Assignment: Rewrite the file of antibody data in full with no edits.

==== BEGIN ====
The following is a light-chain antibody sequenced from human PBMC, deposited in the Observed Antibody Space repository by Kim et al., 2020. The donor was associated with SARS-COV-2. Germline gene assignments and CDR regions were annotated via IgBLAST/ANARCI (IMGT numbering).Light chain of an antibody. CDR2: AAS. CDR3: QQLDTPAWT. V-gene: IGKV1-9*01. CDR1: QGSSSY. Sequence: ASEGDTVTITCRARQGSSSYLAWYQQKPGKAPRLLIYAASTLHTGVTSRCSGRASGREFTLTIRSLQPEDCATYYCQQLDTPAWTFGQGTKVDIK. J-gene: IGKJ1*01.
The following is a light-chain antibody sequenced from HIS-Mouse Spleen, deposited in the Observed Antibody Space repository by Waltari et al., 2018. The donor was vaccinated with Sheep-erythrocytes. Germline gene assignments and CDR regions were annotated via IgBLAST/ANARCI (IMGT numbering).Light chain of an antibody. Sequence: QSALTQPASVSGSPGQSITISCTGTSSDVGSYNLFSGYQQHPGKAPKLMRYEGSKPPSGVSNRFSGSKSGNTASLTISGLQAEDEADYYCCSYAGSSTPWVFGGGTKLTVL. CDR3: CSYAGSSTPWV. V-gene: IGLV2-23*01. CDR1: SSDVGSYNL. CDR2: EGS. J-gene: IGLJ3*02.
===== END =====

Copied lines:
The following is a light-chain antibody sequenced from human PBMC, deposited in the Observed Antibody Space repository by Kim et al., 2020. The donor was associated with SARS-COV-2. Germline gene assignments and CDR regions were annotated via IgBLAST/ANARCI (IMGT numbering).Light chain of an antibody. CDR2: AAS. CDR3: QQLDTPAWT. V-gene: IGKV1-9*01. CDR1: QGSSSY. Sequence: ASEGDTVTITCRARQGSSSYLAWYQQKPGKAPRLLIYAASTLHTGVTSRCSGRASGREFTLTIRSLQPEDCATYYCQQLDTPAWTFGQGTKVDIK. J-gene: IGKJ1*01.
The following is a light-chain antibody sequenced from HIS-Mouse Spleen, deposited in the Observed Antibody Space repository by Waltari et al., 2018. The donor was vaccinated with Sheep-erythrocytes. Germline gene assignments and CDR regions were annotated via IgBLAST/ANARCI (IMGT numbering).Light chain of an antibody. Sequence: QSALTQPASVSGSPGQSITISCTGTSSDVGSYNLFSGYQQHPGKAPKLMRYEGSKPPSGVSNRFSGSKSGNTASLTISGLQAEDEADYYCCSYAGSSTPWVFGGGTKLTVL. CDR3: CSYAGSSTPWV. V-gene: IGLV2-23*01. CDR1: SSDVGSYNL. CDR2: EGS. J-gene: IGLJ3*02.